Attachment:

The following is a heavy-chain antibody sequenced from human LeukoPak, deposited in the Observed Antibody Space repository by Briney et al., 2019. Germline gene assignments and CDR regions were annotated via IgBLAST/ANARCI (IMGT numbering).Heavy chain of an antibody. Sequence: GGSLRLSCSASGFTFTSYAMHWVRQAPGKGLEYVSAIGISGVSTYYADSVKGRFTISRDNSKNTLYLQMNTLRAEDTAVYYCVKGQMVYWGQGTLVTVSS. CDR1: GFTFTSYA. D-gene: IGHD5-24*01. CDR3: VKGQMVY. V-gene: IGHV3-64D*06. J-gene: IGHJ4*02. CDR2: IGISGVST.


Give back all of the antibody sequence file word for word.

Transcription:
The following is a heavy-chain antibody sequenced from human LeukoPak, deposited in the Observed Antibody Space repository by Briney et al., 2019. Germline gene assignments and CDR regions were annotated via IgBLAST/ANARCI (IMGT numbering).Heavy chain of an antibody. Sequence: GGSLRLSCSASGFTFTSYAMHWVRQAPGKGLEYVSAIGISGVSTYYADSVKGRFTISRDNSKNTLYLQMNTLRAEDTAVYYCVKGQMVYWGQGTLVTVSS. CDR1: GFTFTSYA. D-gene: IGHD5-24*01. CDR3: VKGQMVY. V-gene: IGHV3-64D*06. J-gene: IGHJ4*02. CDR2: IGISGVST.